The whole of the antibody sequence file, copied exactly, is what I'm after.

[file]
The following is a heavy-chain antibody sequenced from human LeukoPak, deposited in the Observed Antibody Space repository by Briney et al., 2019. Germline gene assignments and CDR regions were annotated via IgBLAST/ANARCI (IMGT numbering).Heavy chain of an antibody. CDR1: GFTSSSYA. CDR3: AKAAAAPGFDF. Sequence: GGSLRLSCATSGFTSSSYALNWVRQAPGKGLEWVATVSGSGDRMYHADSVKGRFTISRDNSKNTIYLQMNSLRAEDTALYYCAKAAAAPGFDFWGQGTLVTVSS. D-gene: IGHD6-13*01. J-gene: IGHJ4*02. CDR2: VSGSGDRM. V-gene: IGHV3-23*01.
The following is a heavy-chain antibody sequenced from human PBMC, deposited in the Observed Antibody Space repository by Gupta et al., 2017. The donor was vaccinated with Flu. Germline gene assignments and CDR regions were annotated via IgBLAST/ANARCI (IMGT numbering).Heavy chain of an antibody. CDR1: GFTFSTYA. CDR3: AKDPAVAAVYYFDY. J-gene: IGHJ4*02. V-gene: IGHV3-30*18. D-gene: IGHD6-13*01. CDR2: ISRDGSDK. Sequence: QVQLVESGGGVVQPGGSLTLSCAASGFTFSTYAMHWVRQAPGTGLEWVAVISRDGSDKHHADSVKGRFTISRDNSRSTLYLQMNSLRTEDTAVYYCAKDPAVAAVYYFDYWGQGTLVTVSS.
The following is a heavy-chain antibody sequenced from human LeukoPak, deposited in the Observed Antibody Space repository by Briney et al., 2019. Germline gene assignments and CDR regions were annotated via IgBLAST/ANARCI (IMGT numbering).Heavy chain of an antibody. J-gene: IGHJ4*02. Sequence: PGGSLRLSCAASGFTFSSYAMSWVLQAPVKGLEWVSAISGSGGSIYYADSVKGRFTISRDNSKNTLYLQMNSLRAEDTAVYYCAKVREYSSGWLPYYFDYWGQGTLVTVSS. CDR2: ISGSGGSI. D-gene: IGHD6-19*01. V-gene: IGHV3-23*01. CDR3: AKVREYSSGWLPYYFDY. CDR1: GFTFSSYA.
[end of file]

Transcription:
The following is a heavy-chain antibody sequenced from human LeukoPak, deposited in the Observed Antibody Space repository by Briney et al., 2019. Germline gene assignments and CDR regions were annotated via IgBLAST/ANARCI (IMGT numbering).Heavy chain of an antibody. CDR1: GFTSSSYA. CDR3: AKAAAAPGFDF. Sequence: GGSLRLSCATSGFTSSSYALNWVRQAPGKGLEWVATVSGSGDRMYHADSVKGRFTISRDNSKNTIYLQMNSLRAEDTALYYCAKAAAAPGFDFWGQGTLVTVSS. D-gene: IGHD6-13*01. J-gene: IGHJ4*02. CDR2: VSGSGDRM. V-gene: IGHV3-23*01.
The following is a heavy-chain antibody sequenced from human PBMC, deposited in the Observed Antibody Space repository by Gupta et al., 2017. The donor was vaccinated with Flu. Germline gene assignments and CDR regions were annotated via IgBLAST/ANARCI (IMGT numbering).Heavy chain of an antibody. CDR1: GFTFSTYA. CDR3: AKDPAVAAVYYFDY. J-gene: IGHJ4*02. V-gene: IGHV3-30*18. D-gene: IGHD6-13*01. CDR2: ISRDGSDK. Sequence: QVQLVESGGGVVQPGGSLTLSCAASGFTFSTYAMHWVRQAPGTGLEWVAVISRDGSDKHHADSVKGRFTISRDNSRSTLYLQMNSLRTEDTAVYYCAKDPAVAAVYYFDYWGQGTLVTVSS.
The following is a heavy-chain antibody sequenced from human LeukoPak, deposited in the Observed Antibody Space repository by Briney et al., 2019. Germline gene assignments and CDR regions were annotated via IgBLAST/ANARCI (IMGT numbering).Heavy chain of an antibody. J-gene: IGHJ4*02. Sequence: PGGSLRLSCAASGFTFSSYAMSWVLQAPVKGLEWVSAISGSGGSIYYADSVKGRFTISRDNSKNTLYLQMNSLRAEDTAVYYCAKVREYSSGWLPYYFDYWGQGTLVTVSS. CDR2: ISGSGGSI. D-gene: IGHD6-19*01. V-gene: IGHV3-23*01. CDR3: AKVREYSSGWLPYYFDY. CDR1: GFTFSSYA.